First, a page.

"Marco the above is probably why when you run, for example, a Source Usage Report, for which you have added a Web Address in a Source Citation you don’t see the actual Icon Symbol. What you see instead is the Web Address itself [assuming you have checked the box to include the Web Address in the reference note]"
You have to tick that checkbox to get the URL to appear in the report because the report only displays reference notes. That's a different matter altogether from what information FTM includes in its GEDCOM. The "reference notes" don't play a role in that. There is a structure for the source/citation data defined in the GEDCOM standard. There is no element of that for URLs. The information, therefore, must be placed into one of the existing tags. FTM is not doing that. All this work you're doing will not be exportable, therefore, via GEDCOM.
For future reference, it only takes a few minutes to test what FTM does with a GEDCOM. Typically, I just add something like a web link to a person in my tree and then export a GEDCOM that only contains that person. Then I open the file in Notepad and look to see what was in there. If the URL contained "google", then I just search for that. If it ain't there, FTM didn't put it there.
"you must copy and paste into your browser to get back to the Web Site"
Are you talking about the report not recognizing this as a link? If so, I think that depends on the format you're exporting to and what you're using to view that file.
If you're talking about these links within FTM, there is no need to copy and paste to a browser. There are buttons at the end of the textboxes that take you to the links or you can right click and choose to go to the destination.
"I have no intention of using Web Links for Source Citations—my feeling is that they are redundant with the FTM “Image File” process"
Your project, your call. I don't feel like a citation is complete without essential source information, so I include URLs with any information from the web. Sometimes I put that in the appropriate field of a template in FTM I'm using, and sometimes I put it into the citation detail when I'm using the generic template. For years, I've included the URL in the field at Ancestry.com for sources I've added through there.
When you say 'FTM “Image File” process' it confuses me. Do you mean citation media? If so, I don't know that it's always redundant. For starters, not all media file formats support metadata or other means by which the source information can be stored. Second, the source citations (backed up by these media) cannot stand alone (e.g., in a report) if they require the media to convey essential information about the origin of the information. Third, such source citations fail to meet any standard for citing sources from the genealogical community. (I don't think you're taking that position, so my guess is that you're talking about something other than citation media.)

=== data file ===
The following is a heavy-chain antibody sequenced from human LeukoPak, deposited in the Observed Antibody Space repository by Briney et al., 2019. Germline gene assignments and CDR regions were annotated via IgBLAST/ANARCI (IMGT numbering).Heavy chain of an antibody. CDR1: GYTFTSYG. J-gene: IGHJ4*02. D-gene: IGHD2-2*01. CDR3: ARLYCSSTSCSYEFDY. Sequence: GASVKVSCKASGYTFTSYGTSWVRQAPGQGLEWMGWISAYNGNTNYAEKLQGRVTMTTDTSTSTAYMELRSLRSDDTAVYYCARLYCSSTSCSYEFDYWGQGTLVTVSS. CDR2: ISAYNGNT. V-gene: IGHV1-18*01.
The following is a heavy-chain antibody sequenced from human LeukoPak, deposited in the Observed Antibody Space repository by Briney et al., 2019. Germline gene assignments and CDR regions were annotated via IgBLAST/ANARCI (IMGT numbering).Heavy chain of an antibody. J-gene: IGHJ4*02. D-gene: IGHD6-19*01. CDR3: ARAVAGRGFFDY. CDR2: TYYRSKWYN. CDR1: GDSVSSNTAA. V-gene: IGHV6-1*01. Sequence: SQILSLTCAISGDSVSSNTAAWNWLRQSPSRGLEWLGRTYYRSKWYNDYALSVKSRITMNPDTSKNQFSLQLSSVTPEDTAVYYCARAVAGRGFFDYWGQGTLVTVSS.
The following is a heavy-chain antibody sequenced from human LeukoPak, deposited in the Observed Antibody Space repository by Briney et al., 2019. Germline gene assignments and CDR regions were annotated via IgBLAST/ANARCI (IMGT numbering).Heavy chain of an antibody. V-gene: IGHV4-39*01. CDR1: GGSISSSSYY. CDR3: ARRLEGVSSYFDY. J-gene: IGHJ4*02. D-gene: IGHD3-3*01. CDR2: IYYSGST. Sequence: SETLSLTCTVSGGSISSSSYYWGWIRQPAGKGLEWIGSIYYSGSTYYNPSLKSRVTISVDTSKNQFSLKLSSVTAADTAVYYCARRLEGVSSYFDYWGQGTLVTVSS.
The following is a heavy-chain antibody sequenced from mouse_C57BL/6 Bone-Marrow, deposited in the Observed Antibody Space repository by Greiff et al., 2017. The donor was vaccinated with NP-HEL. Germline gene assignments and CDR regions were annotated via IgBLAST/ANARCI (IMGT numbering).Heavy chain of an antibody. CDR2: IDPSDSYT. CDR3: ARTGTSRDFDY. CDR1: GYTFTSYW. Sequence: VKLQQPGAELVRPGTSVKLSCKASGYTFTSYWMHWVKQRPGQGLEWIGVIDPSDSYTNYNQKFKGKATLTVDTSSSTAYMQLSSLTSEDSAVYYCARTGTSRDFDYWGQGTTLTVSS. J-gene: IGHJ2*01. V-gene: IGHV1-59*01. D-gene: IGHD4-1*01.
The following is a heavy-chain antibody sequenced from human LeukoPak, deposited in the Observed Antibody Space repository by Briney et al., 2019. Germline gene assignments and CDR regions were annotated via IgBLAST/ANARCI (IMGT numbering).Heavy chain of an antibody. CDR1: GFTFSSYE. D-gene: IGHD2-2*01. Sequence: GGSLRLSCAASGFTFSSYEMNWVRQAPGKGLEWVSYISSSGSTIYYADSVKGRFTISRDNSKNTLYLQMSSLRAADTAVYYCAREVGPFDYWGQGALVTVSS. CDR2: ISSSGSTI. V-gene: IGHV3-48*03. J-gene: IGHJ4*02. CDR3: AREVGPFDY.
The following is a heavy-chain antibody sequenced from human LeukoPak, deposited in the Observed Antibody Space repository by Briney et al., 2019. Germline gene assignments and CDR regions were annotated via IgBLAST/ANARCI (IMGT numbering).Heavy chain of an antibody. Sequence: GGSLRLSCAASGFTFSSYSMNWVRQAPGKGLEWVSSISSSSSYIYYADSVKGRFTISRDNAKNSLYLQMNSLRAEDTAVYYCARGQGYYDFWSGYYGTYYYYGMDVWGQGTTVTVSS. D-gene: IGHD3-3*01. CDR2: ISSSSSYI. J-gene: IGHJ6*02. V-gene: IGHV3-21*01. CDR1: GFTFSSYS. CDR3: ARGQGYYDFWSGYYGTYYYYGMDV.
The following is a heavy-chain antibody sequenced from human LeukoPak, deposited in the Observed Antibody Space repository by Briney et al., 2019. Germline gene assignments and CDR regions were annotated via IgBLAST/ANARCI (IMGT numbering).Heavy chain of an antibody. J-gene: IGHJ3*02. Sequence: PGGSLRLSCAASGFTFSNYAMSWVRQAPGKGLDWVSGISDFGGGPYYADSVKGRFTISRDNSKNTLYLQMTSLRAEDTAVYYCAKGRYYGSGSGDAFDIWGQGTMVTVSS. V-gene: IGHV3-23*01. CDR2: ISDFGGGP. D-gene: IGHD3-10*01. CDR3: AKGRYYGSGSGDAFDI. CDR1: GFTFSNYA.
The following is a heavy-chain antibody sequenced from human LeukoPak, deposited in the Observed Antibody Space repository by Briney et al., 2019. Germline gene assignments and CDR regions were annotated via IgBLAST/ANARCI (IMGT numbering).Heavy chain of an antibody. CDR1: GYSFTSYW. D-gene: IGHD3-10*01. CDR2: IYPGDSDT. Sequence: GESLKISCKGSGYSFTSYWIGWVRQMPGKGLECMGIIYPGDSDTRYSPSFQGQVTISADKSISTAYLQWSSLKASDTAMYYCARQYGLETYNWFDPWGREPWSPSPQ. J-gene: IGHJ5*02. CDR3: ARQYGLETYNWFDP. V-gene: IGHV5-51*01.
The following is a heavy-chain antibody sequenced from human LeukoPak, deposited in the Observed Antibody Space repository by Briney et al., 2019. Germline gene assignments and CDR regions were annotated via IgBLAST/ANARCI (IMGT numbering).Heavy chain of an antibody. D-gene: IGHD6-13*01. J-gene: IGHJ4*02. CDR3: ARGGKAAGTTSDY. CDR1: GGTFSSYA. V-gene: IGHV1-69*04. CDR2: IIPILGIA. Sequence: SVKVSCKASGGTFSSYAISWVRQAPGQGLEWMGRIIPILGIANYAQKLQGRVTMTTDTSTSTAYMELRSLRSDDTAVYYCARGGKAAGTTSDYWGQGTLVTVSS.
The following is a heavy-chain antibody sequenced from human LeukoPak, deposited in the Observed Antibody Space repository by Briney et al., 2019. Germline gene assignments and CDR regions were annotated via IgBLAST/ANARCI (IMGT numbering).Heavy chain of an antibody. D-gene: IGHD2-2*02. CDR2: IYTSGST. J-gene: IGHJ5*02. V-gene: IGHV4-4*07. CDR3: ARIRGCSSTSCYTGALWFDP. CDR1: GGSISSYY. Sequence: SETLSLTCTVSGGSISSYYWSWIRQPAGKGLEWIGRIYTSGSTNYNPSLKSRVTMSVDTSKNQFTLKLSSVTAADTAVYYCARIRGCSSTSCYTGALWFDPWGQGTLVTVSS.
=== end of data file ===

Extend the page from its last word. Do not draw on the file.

"I can see where I might use them for Web Links for People"
I'm not against some facility in FTM that helps manage URLs. On the contrary, I think it's a great idea. Anything that encourages documentation is a great idea, and I can imagine a great many people who will use these "Web Links for People" where more serious family historians would create sources and citations. That's not a bad thing. Some people don't give a hoot about documentation, and FTM needs to cater to them too (probably the lion's share of their customers) with easy and quick ways of noting the location of additional information or information that was used to create facts/events.
"The only thing I would lose of any consequence if a link was dropped would be the link itself and as said elsewhere [by keithnuttle] I can just Google them and/or use my MS Word list"
If the URLs are no longer valid (i.e., there is no longer such a location), then that doesn't mean that the same information exists at some other location or that knowledge of the previous URL will be helpful for finding the new URL. The content of the page, rather, is what will help you find it on Google if it's still out there.
'I do recognize the words “waste of time.”'
Your postscript comment makes worry that you didn't understand what I was driving at. I didn't say that working with web links is a waste of time. I said working with web links *alone* is a waste of time because of the short lifespan of these URLs. It's the whole crux of the feedback I'm offering for your suggestion. If this information will have any value in the long term, especially where the citation of online resources is concerned, then these URLs must be accompanied by snapshots of the source cited. I have made a case for those "snapshots" being PDFs, but not at the exclusion of other non-proprietary formats. After all, in 10 years' time, will we even be using addresses that bear anything like the modern URLs we use today?